Charles F.J. Morse

All Saint's Sunday
6 November 2011
Grace Episcopal Church

Memo to the Stewards of Grace

Can you imagine anything as small as this Anglo Catholic church able to do anything more than it does now?

It stands as a bastion of its faith, through the Mass, the liturgy, the historic dedication of prayer and the passion, commitment and energy of Fr. Maxwell, our rector; a remarkable corner-stone of the Episcopal Diocese of Connecticut.

One of the oldest places of worship in Hartford, it was consecrated on November 11, 1868.  Early in the ministry of its third rector, it became Anglo Catholic, a choice made then; a choice which has brought each of us here…

Count some of the thanksgivings:

Grace feeds hundreds of its needy neighbors – 204 families two weeks ago, and almost every week - from its well-stocked pantry; serves its own members and guests . . . sumptuously pot luck, elegantly diverse.

Music is a special gift, offered by a joyful balance of 12 volunteers, and a master musician - organist and maestro of the motet, the hymnal, great masses of the Church, and grand opera.

It is marking its 14th year as host of the Parkville Classicals, an immensely popular introduction to this cultural outpost of some of the best choral and instrumental ensembles of New England and New York; from Yale, Hartt, University of Connecticut, the Renaissance, the Baroque.

The Linden String Quartet, here in this acoustical gem a fortnight ago, is now rehearsing for a debut at Carnegie Hall.

But, there is so much more . . .

The Great Litany will be chanted in Advent and Lent, the Passion sung on Good Friday, Lessons and Carols by candle light lead us to Christmas, Stations of the Cross to Easter, and, according to the informative stewardship brochure sent to you, this is all made possible by just “80 active adult members,” not counting a princely, coal-black, standard poodle with eyes of polished licorice.

It is fall now; the lovingly-tended flower beds ringing the church reflect the memories of those lying beneath and the work of caring, nurturing hands.  It is the time to celebrate All Saints, All Angels, All Souls, All stewards . . . all of us.

Some things are best done quietly – the laying on of hands, quiet days in Hartford, retreats on the Hudson at Holy Cross, visits to hospitals, especially Avery Heights where an elegant and gracious former first lady of Grace rests in her 108th year.

I commend to you that small book of requested prayers located close to the bank of votives near the shrine of Mary, Mary, full of grace.  Read a few pages in silence, read the heart beat of this church.

There is also a special stirring today, the snow is going, the lights and heat are returning; another anniversary is welcomed (143 years of dedicated, vibrant, churchmanship), we celebrate the saints, holy women and men, and renew our commitment.

Look to the altar!  The Reserved Sacrament, the polished silver and brass, the immaculate linens folded, always fresh flowers; the number of stewards of the Mass, the incense rising; deacons, sub-deacons, crucifers, verger, thurifer, acolytes; revered titles surrounding the celebrant, to the glory of God!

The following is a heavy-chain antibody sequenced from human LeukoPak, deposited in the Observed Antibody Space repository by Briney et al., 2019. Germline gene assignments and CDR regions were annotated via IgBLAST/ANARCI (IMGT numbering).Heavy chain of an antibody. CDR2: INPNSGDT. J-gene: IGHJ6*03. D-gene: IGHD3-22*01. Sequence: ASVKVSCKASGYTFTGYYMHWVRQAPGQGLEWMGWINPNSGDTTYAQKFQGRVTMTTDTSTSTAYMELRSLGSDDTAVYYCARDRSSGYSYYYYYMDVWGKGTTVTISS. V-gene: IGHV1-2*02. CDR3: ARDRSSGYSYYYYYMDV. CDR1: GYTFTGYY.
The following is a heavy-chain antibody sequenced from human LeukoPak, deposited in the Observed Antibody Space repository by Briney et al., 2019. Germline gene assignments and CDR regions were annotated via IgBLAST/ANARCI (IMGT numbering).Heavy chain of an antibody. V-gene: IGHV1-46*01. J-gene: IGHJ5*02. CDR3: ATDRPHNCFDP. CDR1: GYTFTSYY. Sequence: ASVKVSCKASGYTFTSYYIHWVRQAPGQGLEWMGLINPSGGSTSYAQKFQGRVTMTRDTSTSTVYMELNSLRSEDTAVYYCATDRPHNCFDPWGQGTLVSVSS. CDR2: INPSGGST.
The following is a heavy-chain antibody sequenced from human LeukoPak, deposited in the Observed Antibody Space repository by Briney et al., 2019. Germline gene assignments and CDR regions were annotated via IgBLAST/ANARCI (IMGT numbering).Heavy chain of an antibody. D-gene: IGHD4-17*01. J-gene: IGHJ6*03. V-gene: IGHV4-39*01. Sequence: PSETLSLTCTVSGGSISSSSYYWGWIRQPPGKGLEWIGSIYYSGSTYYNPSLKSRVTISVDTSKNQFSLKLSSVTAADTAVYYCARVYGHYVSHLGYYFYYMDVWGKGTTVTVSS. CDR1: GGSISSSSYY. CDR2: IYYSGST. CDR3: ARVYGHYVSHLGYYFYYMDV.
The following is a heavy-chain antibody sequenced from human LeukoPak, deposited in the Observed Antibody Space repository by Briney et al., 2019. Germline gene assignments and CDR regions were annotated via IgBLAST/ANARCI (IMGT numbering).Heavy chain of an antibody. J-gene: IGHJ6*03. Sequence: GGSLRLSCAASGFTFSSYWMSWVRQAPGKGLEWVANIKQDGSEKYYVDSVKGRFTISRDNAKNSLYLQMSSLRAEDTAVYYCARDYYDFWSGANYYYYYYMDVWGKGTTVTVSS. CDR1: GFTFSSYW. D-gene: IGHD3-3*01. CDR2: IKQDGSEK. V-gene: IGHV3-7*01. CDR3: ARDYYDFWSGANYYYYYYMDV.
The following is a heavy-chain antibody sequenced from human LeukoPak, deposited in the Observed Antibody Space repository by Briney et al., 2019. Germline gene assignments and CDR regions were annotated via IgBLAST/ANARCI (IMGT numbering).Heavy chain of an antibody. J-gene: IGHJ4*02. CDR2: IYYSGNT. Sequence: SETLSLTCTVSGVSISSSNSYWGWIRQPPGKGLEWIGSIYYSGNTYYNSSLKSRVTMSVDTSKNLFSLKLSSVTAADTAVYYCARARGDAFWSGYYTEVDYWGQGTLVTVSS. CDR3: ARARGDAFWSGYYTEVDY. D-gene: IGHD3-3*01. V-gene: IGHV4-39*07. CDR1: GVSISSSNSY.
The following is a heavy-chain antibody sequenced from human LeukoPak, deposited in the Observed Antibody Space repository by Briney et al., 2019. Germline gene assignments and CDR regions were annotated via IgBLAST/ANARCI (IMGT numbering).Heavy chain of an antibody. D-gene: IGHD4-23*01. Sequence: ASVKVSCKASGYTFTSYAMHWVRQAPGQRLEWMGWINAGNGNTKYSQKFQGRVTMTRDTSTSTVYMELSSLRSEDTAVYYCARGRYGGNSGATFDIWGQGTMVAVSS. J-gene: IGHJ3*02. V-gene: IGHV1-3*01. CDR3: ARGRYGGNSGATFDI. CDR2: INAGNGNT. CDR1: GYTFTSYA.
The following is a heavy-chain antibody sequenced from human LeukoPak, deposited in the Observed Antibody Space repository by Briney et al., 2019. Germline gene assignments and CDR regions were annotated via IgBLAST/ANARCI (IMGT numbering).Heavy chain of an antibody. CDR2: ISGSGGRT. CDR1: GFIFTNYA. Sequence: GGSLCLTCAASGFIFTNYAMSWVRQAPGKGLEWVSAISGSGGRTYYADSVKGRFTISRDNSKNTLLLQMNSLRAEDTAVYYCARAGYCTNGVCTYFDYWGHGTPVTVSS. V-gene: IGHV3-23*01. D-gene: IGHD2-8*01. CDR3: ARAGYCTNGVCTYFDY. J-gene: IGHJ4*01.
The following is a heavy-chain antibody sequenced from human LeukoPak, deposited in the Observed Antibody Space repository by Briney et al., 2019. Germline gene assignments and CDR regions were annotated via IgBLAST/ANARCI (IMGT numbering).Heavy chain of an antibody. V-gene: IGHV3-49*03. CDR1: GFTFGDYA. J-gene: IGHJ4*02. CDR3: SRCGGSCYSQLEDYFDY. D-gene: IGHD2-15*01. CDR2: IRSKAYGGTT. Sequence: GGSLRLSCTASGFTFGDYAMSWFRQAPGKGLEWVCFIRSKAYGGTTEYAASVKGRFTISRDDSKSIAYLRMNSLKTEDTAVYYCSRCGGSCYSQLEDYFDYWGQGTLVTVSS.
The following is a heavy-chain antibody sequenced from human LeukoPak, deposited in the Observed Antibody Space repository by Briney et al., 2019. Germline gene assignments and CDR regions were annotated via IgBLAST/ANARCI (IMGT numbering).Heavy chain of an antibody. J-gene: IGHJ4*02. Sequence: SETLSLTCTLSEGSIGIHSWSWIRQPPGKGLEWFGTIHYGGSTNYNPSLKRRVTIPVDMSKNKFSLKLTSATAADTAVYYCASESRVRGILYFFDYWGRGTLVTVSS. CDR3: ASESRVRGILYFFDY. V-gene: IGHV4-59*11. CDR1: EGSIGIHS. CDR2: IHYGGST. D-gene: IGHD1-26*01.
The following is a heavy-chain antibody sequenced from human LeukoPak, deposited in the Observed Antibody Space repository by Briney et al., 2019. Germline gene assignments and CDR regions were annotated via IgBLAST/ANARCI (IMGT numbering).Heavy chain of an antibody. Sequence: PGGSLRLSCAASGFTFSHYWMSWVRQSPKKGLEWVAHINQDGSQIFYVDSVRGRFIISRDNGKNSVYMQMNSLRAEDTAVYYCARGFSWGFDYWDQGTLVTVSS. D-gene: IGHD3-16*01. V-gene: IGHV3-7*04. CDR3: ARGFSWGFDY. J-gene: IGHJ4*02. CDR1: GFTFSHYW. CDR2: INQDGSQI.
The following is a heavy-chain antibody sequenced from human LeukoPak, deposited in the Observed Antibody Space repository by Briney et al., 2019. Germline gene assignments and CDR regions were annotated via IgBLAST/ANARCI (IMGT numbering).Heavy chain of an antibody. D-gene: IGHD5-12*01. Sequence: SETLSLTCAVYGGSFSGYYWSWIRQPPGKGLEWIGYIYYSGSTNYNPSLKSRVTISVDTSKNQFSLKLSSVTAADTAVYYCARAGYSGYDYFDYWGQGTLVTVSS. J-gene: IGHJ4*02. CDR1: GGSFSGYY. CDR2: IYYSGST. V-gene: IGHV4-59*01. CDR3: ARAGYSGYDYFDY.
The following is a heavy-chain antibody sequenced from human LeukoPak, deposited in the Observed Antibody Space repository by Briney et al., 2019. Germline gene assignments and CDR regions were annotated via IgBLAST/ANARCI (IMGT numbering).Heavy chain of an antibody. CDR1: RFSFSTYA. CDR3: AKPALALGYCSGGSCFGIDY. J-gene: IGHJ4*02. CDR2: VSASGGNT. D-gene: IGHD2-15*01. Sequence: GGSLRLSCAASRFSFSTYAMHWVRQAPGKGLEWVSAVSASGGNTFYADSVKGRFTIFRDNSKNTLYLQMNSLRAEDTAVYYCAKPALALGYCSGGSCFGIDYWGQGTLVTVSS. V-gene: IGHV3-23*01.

Think of the planning, the cooking, the cleaning, the counting, the maintaining, the caring, the polishing, arranging, serving, loving, rehearsing, auditing, listening with open minds, hearing, responding to needs, gathering toys for neighborhood children at Christmas; the assurance of a comfortable and gracious rectory, greeting the desires and welfare of this vibrant, remarkable family, standing and kneeling together on this historic corner of good will and good works.

Grace at its best, yet always ready to do more. . .

We are blessed by our rector and clergy-retired; blessed by St. Martin’s Chapel, used almost daily in marking lesser feasts and fasts, celebrating holy women and men.

We are especially blessed by those called wardens; those who have offered their talents, their compassions, their tireless concern for well-oiled performance, efficiency and comfort; making Grace a very, very pleasant encounter.

Needs?  We need to grow.  We need to do more of what we do so well and we need to realistically support hopes, faith, dreams, our prayers and decisions that make it work.  And we could use another bass in the choir.

On December 25, 1981, these words by Howard Thurman appeared on the cover of our simple, lovely Christmas program, entitled:  “The Work of Christmas”:

When the song of the angels is stilled,

When the star in the sky is gone,

When the king and princes are home,

When the shepherds are back with their flocks,

The work of Christmas begins:

To find the lost,

To heal the broken,

To feed the hungry,

To release the prisoner,

To rebuild the nations,

To bring peace among brothers,

To make music in the heart.

 

Sounds like something Grace might generously reach for.  I think it already has . . . once again.

And, there is one more sound heard and treasured in the quietness of this lovely place, the words of John at the end of every early Mass of Sunday and days of the week, seldom heard, any longer, in other churches of our faith in this country:

“In the beginning was the word, and the word was with God, and the word was God . . .”

It ends:  “And we beheld His glory, as of the only begotten son of the father, full of grace . . . and truth.”

 

Thanks be to God,

Thanks be to Grace,

Thanks be to its remarkable stewards… all of us.

 

Charles F.J. Morse

November 6, 2011

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